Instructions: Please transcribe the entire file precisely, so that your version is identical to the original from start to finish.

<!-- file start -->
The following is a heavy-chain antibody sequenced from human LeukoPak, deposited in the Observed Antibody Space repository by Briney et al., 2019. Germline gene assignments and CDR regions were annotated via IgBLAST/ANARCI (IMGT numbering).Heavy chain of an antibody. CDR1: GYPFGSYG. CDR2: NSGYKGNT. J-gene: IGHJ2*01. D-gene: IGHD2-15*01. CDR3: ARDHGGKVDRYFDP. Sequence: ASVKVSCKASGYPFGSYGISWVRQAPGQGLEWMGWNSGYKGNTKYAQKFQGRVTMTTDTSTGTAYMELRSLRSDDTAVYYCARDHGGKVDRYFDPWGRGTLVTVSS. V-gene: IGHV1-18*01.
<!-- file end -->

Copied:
The following is a heavy-chain antibody sequenced from human LeukoPak, deposited in the Observed Antibody Space repository by Briney et al., 2019. Germline gene assignments and CDR regions were annotated via IgBLAST/ANARCI (IMGT numbering).Heavy chain of an antibody. CDR1: GYPFGSYG. CDR2: NSGYKGNT. J-gene: IGHJ2*01. D-gene: IGHD2-15*01. CDR3: ARDHGGKVDRYFDP. Sequence: ASVKVSCKASGYPFGSYGISWVRQAPGQGLEWMGWNSGYKGNTKYAQKFQGRVTMTTDTSTGTAYMELRSLRSDDTAVYYCARDHGGKVDRYFDPWGRGTLVTVSS. V-gene: IGHV1-18*01.